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Title: Delivery of intracavernosal therapies using needle-free injection devices
Austin Authors: O'Kane, D ;Gibson, L;du Plessis, J;Davidson, A;Bolton, Damien M ;Lawrentschuk, Nathan
Affiliation: Department of Urology, Austin Health, Heidelberg, Victoria, Australia
Department of Surgery, University of Melbourne, Melbourne, Victoria, Australia
Healthscope Pathology, Melbourne, Victoria, Australia
Division of Cancer Surgery, Peter MacCallum Cancer Centre, Melbourne, Victoria, Australia
Issue Date: Nov-2017 2017-07-27
Publication information: International Journal of Impotence Research 2017; 29(6): 225-228
Abstract: ED affects a significant proportion of males worldwide. With an ever-aging population the prevalence of ED is predicted to double in the next decade. Oral PDE-5 inhibitors are the first-line treatment for ED and have revolutionised its management. These agents are however ineffective in some men. Intracavernosal injection (ICI) of vasoactive agents is an effective second-line therapy for ED. Despite proven efficacy, needle phobia and anxiety with self-needling limit the use of intracavernosal (IC) therapies. Needle-free injection (NFI) devices allow delivery of parenteral therapies through the skin, without a needle. Although these devices have been available for decades, early studies investigating their use for ICI showed inferiority compared to standard needle-tip syringe delivery. Advances in engineering of these systems have lead to functional improvements of many aspects of fluid delivery. Our research demonstrates that modern NFI devices are better equipped to deliver ICI, and, in the cadaver models examined, achieved successful IC delivery. These findings support the potential feasibility of NFI devices to deliver ICI, and may broaden the utility of these devices to patients who refuse or discontinue IC therapy because of needle phobia or other issues with standard needle-tip syringes.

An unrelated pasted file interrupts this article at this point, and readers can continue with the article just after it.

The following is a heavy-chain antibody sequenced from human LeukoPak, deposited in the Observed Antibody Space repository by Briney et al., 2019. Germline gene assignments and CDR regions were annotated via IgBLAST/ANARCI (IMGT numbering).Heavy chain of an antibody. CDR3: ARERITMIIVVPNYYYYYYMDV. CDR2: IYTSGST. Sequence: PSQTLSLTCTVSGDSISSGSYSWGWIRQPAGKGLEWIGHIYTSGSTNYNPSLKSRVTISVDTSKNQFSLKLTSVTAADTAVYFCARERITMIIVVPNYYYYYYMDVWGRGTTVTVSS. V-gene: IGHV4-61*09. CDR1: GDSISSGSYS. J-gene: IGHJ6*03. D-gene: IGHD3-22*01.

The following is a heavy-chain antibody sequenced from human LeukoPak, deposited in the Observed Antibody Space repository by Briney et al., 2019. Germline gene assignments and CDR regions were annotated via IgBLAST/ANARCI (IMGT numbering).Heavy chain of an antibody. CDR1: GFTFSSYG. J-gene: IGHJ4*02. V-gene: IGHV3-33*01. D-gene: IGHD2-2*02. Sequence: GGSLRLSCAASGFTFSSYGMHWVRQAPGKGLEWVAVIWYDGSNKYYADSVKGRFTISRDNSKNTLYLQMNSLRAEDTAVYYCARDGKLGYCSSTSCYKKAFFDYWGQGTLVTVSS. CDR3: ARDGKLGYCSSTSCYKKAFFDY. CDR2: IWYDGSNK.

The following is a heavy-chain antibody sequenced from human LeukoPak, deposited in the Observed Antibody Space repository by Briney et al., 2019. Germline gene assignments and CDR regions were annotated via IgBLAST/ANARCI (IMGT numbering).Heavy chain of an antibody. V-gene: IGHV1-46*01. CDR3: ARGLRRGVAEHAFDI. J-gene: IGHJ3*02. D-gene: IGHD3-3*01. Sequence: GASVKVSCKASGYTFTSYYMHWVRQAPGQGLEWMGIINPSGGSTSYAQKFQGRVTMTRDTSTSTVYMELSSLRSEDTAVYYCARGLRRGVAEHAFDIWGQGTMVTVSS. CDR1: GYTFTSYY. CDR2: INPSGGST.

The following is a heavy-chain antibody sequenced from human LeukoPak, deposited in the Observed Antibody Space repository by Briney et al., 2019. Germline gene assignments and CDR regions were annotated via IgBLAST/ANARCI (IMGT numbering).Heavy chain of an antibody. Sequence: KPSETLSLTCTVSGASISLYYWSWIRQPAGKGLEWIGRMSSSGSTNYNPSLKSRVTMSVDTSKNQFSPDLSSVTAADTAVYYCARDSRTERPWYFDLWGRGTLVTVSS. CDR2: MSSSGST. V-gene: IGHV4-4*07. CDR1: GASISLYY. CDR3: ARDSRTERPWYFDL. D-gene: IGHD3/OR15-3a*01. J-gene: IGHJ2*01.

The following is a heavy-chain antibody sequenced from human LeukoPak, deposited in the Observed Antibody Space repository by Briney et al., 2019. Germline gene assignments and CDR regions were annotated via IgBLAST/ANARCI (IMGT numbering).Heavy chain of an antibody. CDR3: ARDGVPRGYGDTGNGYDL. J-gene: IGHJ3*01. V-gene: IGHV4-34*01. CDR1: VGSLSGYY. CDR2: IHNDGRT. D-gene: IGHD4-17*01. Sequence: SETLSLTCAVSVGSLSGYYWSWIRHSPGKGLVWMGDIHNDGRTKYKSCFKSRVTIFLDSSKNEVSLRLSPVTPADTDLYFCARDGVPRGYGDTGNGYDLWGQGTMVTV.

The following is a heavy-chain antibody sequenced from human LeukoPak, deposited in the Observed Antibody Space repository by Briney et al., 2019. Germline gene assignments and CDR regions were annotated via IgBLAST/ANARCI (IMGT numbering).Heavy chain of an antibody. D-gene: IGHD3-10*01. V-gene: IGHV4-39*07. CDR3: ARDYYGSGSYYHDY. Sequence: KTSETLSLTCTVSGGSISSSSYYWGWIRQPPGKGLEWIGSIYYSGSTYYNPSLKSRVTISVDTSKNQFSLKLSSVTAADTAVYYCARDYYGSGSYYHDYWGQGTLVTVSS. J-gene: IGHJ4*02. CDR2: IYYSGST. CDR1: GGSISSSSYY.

DOI: 10.1038/ijir.2017.27
ORCID: 0000-0001-8553-5618
Journal: International Journal of Impotence Research
PubMed URL:
Type: Journal Article
Appears in Collections:Journal articles

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